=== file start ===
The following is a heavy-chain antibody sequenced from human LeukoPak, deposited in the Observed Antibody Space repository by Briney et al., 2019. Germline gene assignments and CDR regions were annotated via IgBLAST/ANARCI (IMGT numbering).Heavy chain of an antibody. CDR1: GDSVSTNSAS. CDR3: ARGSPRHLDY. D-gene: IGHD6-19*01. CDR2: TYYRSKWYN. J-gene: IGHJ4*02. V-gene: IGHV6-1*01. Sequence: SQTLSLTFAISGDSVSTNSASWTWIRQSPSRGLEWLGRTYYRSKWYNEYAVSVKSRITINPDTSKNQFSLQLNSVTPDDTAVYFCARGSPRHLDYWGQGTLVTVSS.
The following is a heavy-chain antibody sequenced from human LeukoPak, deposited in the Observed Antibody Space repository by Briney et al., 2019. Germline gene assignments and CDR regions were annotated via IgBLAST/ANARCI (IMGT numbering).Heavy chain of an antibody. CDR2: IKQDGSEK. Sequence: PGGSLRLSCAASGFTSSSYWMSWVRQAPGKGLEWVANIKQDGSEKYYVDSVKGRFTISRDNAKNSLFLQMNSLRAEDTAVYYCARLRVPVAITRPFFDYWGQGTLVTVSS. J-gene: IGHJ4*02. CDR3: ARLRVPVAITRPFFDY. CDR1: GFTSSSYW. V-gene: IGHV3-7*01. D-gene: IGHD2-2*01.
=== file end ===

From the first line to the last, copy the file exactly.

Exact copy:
The following is a heavy-chain antibody sequenced from human LeukoPak, deposited in the Observed Antibody Space repository by Briney et al., 2019. Germline gene assignments and CDR regions were annotated via IgBLAST/ANARCI (IMGT numbering).Heavy chain of an antibody. CDR1: GDSVSTNSAS. CDR3: ARGSPRHLDY. D-gene: IGHD6-19*01. CDR2: TYYRSKWYN. J-gene: IGHJ4*02. V-gene: IGHV6-1*01. Sequence: SQTLSLTFAISGDSVSTNSASWTWIRQSPSRGLEWLGRTYYRSKWYNEYAVSVKSRITINPDTSKNQFSLQLNSVTPDDTAVYFCARGSPRHLDYWGQGTLVTVSS.
The following is a heavy-chain antibody sequenced from human LeukoPak, deposited in the Observed Antibody Space repository by Briney et al., 2019. Germline gene assignments and CDR regions were annotated via IgBLAST/ANARCI (IMGT numbering).Heavy chain of an antibody. CDR2: IKQDGSEK. Sequence: PGGSLRLSCAASGFTSSSYWMSWVRQAPGKGLEWVANIKQDGSEKYYVDSVKGRFTISRDNAKNSLFLQMNSLRAEDTAVYYCARLRVPVAITRPFFDYWGQGTLVTVSS. J-gene: IGHJ4*02. CDR3: ARLRVPVAITRPFFDY. CDR1: GFTSSSYW. V-gene: IGHV3-7*01. D-gene: IGHD2-2*01.